Stocks resist economic signal from oil

Feb 10, 2020

–Crude oil (CLH0) is sub-50 this morning, having started this calendar year in the lower 60’s, yet stocks aren’t inclined to follow the economic signals of decreased demand and instead seem focused on central bank liquidity measures.  Copper (HGH0) has settled in at lower levels above 2.50, currently near 2.56 vs 2.85 early in the year.

–Here’s an outlier that’s worth mention:  Norway, whose central bank targets 2% core inflation (as most CBs do) reported a core inflation number for January of 2.9% yoy vs expected 2.0%.  Norges Bank had said its key interest rate is expected to remain on hold for the foreseeable future, but has also warned that a sustained uptick in inflation could cause tightening.  Yes, that sort of reading is unlikely in the US.  But would it fall under the “catch-up” category?

–As mentioned over the weekend, Quarles’ speech on Thursday evening suggesting that the Fed could open the discount window to allow banks to use Level 1 HQLA to meet reserve squeezes alleviated pressure on December contracts that are prone to year-end pressure.  EDU0/Z0/H1 butterfly fell 2.5 bps on Friday to 5.0.  In general, yields declined, with tens falling 6.4 bps to 1.58% as growing virus fears persist.  In eurodollars, reds through golds rose 5.5 to 6.5 bps.  Implied vol firmed on the bond rally; the fear factor is for lower rates.

–While there’s not much news today, it should be an interesting week, with Powell testifying to Congress on Tuesday, auctions of 3s, 10s and 30s also beginning Tuesday, inflation data and retail sales on Thursday and Friday.  While Quarles’ proposal is not current policy, it should, at the margin, improve domestic bank demand for treasuries.  On the other hand, the only bond that has positive carry in comparison to the IOER rate of 1.60% is the thirty year bond…

Posted on February 10, 2020 at 5:16 am by alexmanzara · Permalink · Leave a comment
In: Eurodollar Options

Open the Discount Window

Weekly Comment – February 9, 2020

Summer has come and passed
The innocent can never last
Wake me up when September ends
–Green Day, from the album American Idiot

The Fed is obsessed with September, specifically of course, the mid-Sept 2019 repo surge.  For example, in the Fed’s addendum ‘Monetary Policy Implementation’ which is attached to post-FOMC announcements, the language remains the same from its onset in October, into December and then January: “…the Committee directs the Desk to continue purchasing Treasury bills at least into the second quarter of 2020 to maintain over time ample reserve balances at or above the level that prevailed in early September 2019.”  The September flare-up has been mentioned in many Fed speeches since it occurred.  This brief event has been seared into the Fed’s psyche.  It reminds me of one of those action flicks where the protagonist says through the rolling credits, ‘The world will never know how close we were to a global disaster.’  The repo market is now the Fed’s line in the sand.  Or coronavirus.

On Thursday evening, Randal Quarles, the Fed’s chair of the Financial Stability Board gave a speech on the economic outlook, monetary policy and the demand for reserves.  The last topic was of particular interest, but in its entirety the speech showed that the continuous evolution of the Fed’s framework for policy now revolves around ample reserves and IOER.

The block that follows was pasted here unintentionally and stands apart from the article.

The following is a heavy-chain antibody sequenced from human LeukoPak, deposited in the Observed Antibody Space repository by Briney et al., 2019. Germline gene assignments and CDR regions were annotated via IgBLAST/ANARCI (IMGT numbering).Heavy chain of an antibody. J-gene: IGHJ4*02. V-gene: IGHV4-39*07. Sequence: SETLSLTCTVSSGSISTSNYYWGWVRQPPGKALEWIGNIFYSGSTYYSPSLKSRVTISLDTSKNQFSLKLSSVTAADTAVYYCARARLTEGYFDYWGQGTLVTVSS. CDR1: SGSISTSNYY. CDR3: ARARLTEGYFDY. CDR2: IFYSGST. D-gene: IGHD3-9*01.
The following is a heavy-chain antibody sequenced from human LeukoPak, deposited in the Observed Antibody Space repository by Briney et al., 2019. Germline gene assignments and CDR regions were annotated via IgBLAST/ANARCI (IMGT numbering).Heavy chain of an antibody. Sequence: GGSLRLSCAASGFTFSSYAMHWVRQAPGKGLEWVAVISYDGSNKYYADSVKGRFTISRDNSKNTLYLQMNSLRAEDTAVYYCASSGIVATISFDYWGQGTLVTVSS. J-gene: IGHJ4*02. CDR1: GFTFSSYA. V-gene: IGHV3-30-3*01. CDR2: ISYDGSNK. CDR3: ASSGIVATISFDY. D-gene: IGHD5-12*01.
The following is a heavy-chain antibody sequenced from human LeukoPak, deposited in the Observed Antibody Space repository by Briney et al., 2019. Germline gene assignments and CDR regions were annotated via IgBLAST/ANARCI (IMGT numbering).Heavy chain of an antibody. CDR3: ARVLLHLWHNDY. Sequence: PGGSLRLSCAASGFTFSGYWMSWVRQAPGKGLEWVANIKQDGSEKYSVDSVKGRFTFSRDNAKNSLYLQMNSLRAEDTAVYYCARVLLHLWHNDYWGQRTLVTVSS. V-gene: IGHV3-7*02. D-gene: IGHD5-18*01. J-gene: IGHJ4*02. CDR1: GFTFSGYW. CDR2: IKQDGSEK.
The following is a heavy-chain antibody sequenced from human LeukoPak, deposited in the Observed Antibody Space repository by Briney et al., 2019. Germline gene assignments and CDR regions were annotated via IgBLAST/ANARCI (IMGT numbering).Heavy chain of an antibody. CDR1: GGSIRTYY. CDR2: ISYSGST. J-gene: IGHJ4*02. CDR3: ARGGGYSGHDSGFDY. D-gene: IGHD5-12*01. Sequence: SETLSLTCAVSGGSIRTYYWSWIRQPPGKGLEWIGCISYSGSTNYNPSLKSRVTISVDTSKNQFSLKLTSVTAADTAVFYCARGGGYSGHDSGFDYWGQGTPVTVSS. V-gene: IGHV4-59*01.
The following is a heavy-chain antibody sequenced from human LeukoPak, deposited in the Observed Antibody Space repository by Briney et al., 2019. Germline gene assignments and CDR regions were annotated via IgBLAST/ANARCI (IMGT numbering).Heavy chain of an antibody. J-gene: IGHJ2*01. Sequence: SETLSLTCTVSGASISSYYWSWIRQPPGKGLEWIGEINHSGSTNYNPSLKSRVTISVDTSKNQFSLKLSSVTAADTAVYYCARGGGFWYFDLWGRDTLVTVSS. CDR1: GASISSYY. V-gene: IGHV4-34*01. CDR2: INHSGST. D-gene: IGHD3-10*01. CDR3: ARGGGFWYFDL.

Unsurprisingly Quarles’ speech initially noted strength in the labor market, added concern about weak capex, highlighted risks associated with the coronavirus.  He said that policy is in a good place, sure to be repeated by Powell in his upcoming Congressional testimony on Tuesday.  He then moved to the size of the balance sheet.  There were a couple of interesting excerpts:

Although I fully support the FOMC’s current plan to purchase Treasury bills and increase the size of the balance sheet in the very short term, over the longer-term, I believe that the viability of balance sheet policies is enhanced if we can show that we can meaningfully shrink the size of the balance sheet relative to gross domestic product following a recession-induced balance sheet expansion. In effect, I believe that balance sheet policies are more credible if we can show that there is not a persistent ratcheting-up effect in the size of the Fed’s asset holdings.  

In my opinion, Quarles is worried that the Fed’s strong response to September in terms of expanding the balance sheet could get out of hand.  He seems to envision an ‘ebb and flow’ in the balance sheet akin to Keynes’ original thoughts about government spending, namely that it should grow when the economy is experiencing a lack of private demand and investment and should retract as growth returns to normal. [ How does that end in practice?  A constantly growing deficit and balance sheet. Here’s a Far Side cartoon that captures the thought. ‘The Fed screws up’ ]

Continuing with Quarles speech:

Following the mid-September volatility, the Committee stated that it would seek to maintain, over time, a level of bank reserves at or above the level that prevailed in early September, a level that we believe is sufficient to operate an ample-reserves regime. Looking ahead, I judge that it is reasonable that we ask ourselves whether it may be possible to operate with a lower level of reserves and remain consistent with the ample framework.

This line is important because Quarles is already leaning against the idea of a constantly ballooning balance sheet.